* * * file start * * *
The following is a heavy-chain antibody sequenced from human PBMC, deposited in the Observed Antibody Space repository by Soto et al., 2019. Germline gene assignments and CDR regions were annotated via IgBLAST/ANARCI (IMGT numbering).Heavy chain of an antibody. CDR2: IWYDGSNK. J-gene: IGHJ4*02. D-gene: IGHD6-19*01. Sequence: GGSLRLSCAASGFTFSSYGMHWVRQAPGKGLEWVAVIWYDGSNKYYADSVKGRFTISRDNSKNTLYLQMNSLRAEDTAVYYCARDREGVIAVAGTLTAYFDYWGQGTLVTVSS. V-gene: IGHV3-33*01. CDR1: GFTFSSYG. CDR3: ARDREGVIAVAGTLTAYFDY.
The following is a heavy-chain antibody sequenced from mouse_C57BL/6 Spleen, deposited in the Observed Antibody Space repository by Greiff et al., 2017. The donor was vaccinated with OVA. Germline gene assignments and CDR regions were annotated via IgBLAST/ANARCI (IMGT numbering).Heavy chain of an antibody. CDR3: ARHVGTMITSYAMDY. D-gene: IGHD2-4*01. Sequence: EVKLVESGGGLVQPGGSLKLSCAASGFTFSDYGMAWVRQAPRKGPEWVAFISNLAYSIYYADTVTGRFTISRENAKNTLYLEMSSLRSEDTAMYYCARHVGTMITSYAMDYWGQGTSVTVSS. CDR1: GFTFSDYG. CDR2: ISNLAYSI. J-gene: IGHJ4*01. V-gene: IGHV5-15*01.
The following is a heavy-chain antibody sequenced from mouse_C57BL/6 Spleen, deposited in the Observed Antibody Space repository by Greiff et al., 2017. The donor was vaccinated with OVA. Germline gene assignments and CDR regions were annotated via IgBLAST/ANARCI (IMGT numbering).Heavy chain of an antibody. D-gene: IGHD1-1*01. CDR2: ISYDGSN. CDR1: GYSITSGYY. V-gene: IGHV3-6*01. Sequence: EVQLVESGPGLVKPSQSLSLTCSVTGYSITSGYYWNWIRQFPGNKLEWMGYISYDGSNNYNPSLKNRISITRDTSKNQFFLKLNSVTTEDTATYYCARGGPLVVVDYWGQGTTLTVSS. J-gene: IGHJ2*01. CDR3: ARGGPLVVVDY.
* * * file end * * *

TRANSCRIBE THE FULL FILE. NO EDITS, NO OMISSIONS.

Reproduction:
The following is a heavy-chain antibody sequenced from human PBMC, deposited in the Observed Antibody Space repository by Soto et al., 2019. Germline gene assignments and CDR regions were annotated via IgBLAST/ANARCI (IMGT numbering).Heavy chain of an antibody. CDR2: IWYDGSNK. J-gene: IGHJ4*02. D-gene: IGHD6-19*01. Sequence: GGSLRLSCAASGFTFSSYGMHWVRQAPGKGLEWVAVIWYDGSNKYYADSVKGRFTISRDNSKNTLYLQMNSLRAEDTAVYYCARDREGVIAVAGTLTAYFDYWGQGTLVTVSS. V-gene: IGHV3-33*01. CDR1: GFTFSSYG. CDR3: ARDREGVIAVAGTLTAYFDY.
The following is a heavy-chain antibody sequenced from mouse_C57BL/6 Spleen, deposited in the Observed Antibody Space repository by Greiff et al., 2017. The donor was vaccinated with OVA. Germline gene assignments and CDR regions were annotated via IgBLAST/ANARCI (IMGT numbering).Heavy chain of an antibody. CDR3: ARHVGTMITSYAMDY. D-gene: IGHD2-4*01. Sequence: EVKLVESGGGLVQPGGSLKLSCAASGFTFSDYGMAWVRQAPRKGPEWVAFISNLAYSIYYADTVTGRFTISRENAKNTLYLEMSSLRSEDTAMYYCARHVGTMITSYAMDYWGQGTSVTVSS. CDR1: GFTFSDYG. CDR2: ISNLAYSI. J-gene: IGHJ4*01. V-gene: IGHV5-15*01.
The following is a heavy-chain antibody sequenced from mouse_C57BL/6 Spleen, deposited in the Observed Antibody Space repository by Greiff et al., 2017. The donor was vaccinated with OVA. Germline gene assignments and CDR regions were annotated via IgBLAST/ANARCI (IMGT numbering).Heavy chain of an antibody. D-gene: IGHD1-1*01. CDR2: ISYDGSN. CDR1: GYSITSGYY. V-gene: IGHV3-6*01. Sequence: EVQLVESGPGLVKPSQSLSLTCSVTGYSITSGYYWNWIRQFPGNKLEWMGYISYDGSNNYNPSLKNRISITRDTSKNQFFLKLNSVTTEDTATYYCARGGPLVVVDYWGQGTTLTVSS. J-gene: IGHJ2*01. CDR3: ARGGPLVVVDY.